Welcome to this month’s edition of Jack’s insights. Today we’re breaking down the latest trends in CRE investor behavior to assist you in developing your own investment strategy amid ongoing uncertainty.

Key Take-Aways

  • Identifying investments that balance risk and return is an art and a science. Snaring such elusive prizes takes creativity, rigorous due diligence, market expertise and proper timing.  Landing an asset with an attractive return is particularly challenging in the current environment of record-low rates. Under these conditions, CRE assets continue to appeal to investors seeking higher yield and acceptable risk. In addition to distressed debt, investors are becoming familiar with alternative niche properties such as life science, student housing, cold storage, and data centers. However, these higher yield properties also come with elevated risk.
  • Investors face multiple uncertainties. The Delta variant, regulatory agendas associated with changing leadership and the threat of rising inflation are just a few. Nevertheless, institutional investors remain committed to CRE. In fact, many expect to increase their allocations to new investments over the next 12 to 24 months.
  • Considering the geopolitical and regulatory risks in many countries, cross-border capital flows remain resilient. North America continues to be the largest recipient of capital allocations, followed by Continental Europe.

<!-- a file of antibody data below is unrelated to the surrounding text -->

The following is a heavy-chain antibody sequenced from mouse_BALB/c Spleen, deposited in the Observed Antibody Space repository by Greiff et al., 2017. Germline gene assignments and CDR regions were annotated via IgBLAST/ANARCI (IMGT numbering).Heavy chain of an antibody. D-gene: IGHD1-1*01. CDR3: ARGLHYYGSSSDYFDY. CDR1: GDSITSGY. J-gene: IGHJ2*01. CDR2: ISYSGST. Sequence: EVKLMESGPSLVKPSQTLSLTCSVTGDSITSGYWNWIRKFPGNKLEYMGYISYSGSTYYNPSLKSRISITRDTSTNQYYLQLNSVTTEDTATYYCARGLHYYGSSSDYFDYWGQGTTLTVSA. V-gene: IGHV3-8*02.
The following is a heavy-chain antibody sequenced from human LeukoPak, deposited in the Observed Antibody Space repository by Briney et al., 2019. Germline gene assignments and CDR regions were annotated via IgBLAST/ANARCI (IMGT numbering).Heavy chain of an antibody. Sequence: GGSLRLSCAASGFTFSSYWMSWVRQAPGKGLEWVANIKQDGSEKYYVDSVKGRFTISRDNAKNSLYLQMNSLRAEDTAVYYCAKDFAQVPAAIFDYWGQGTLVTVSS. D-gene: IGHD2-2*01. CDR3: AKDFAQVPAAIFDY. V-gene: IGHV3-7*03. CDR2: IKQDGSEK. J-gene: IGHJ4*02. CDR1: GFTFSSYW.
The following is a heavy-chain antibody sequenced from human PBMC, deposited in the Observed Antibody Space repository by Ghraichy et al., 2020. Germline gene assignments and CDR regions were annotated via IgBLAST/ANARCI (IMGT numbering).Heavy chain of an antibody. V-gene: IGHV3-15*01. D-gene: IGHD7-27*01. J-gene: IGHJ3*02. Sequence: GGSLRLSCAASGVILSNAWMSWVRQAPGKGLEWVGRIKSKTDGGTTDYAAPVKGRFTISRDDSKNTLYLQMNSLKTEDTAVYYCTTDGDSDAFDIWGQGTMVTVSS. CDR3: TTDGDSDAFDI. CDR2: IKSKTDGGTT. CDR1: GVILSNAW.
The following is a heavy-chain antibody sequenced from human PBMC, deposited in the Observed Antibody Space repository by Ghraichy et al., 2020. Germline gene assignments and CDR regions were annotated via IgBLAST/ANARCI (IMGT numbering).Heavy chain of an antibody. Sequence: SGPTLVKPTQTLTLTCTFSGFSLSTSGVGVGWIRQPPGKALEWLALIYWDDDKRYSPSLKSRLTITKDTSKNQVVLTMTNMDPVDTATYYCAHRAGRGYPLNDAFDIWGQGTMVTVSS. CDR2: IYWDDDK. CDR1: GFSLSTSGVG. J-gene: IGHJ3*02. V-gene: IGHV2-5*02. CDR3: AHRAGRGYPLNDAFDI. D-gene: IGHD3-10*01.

Investors Expect to Boost CRE Allocations By More than $80 billion

COVID-19 curbed investment activity in the first half of 2020.  CRE has withstood this volatility. As economies recover, many investors are allocating more capital to their real estate portfolios. Data reported in the 2020 Allocations Monitor underscores the rising interest in CRE assets — institutions reported an average target allocation to real estate of 10.6% in 2020, a 10-bps increase   from 10.5% in 2019. [1] This equates to an additional $80 to $120 billion of capital allocations to real estate in 2020. Institutions anticipate an increase of 30 bps in 2021.  

Steady Ascent in Allocations to CRE

Rising allocation to commercial real estate (10 bps in 2020 and 30 bps in 2021) follows the investment patterns registered in prior recovery cycles. It also continues a long-term commitment by institutional investors to CRE. In 2018, for example institutions with more than $50 billion AUM reported an average target allocation of 10.4%, up 30 bps from their target allocations to the asset class in 2017.

More institutional investors are targeting CRE as they pursue higher yields with acceptable levels of risk.  Looking to 2021, 29% of institutions expect to increase target allocations over the next 12 months, up slightly from 24% in 2020.

A Slight Turn Inwards

Considering the elevated level of geopolitical risks, cross-border capital flows have held up relatively well.  The global pandemic is spurring a modest shift towards “home country” investments, though. While willing to bet on higher-return strategies, investors often hedge against risk by investing in the regions they know best. Many North American investors facing travel restrictions and attractive home-market returns are expecting return premiums in exchange for venturing offshore.